Dictionary of National Biography, 1885-1900/Richards, Henry Brinley

RICHARDS, HENRY BRINLEY (1819–1885), pianist and composer, son of Henry Richards, organist of St. Peter's, Carmarthen, was born at Carmarthen on 13 Nov. 1819. At the age of fifteen he entered the Royal Academy of Music, where he was in 1835 the first to gain the king's scholarship, to which he was re-elected for a second period of two years. He soon gained a high position as a pianist in London, and as a teacher had a very large connection. He became a director of the Royal Academy of Music, and a professor there and elsewhere. His musical sympathies were mainly on the side of Welsh music, upon which he lectured frequently all over the country. He took a practical interest in the Eisteddfod gatherings, and also in the South Wales Choral Union on its successful visits to the Crystal Palace in 1872 and 1873. He wrote a very large number of piano pieces, part songs, songs, and choruses, many of which have had a wide circulation. Several of his orchestral works were performed in Paris, where Richards attracted the notice of, and formed an intimacy with, Chopin. His ‘Overture in F minor’ (Paris, 1840) obtained a deserved success, but Richards will be remembered chiefly for his ‘Let the hills resound,’ ‘Harp of Wales,’ and ‘God bless the Prince of Wales’ (first printed in 1862), which has become a national anthem in the strictest sense. The composer was presented to the prince with due ceremony on St. David's day, 1867. He composed some additional songs for the English version of Auber's ‘Crown Diamonds’ when produced at Drury Lane in 1846, and edited ‘The Lays of Wales,’ London, 1873. Over 250 of his pieces and settings are enumerated in the ‘Music Catalogue’ of the British Museum. He died at St. Mary Abbot's Terrace, Kensington, on 1 May 1885.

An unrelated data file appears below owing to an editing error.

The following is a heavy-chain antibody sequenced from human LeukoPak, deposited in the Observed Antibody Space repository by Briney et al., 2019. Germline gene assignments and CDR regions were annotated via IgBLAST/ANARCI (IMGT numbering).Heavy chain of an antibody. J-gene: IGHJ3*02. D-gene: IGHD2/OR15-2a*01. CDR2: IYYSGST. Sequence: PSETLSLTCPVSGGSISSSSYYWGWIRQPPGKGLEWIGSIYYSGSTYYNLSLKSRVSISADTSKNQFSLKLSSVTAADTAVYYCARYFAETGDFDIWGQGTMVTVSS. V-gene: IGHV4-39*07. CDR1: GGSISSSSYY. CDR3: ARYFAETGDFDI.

[Musical Times, June 1885; Times, 5 May 1885; Men of the Time, 11th ed.; Champlin's Cycl. of Music (with portrait); London Figaro, 9 May 1885; Grove's Dict. of Music and Musicians.]

J. C. H.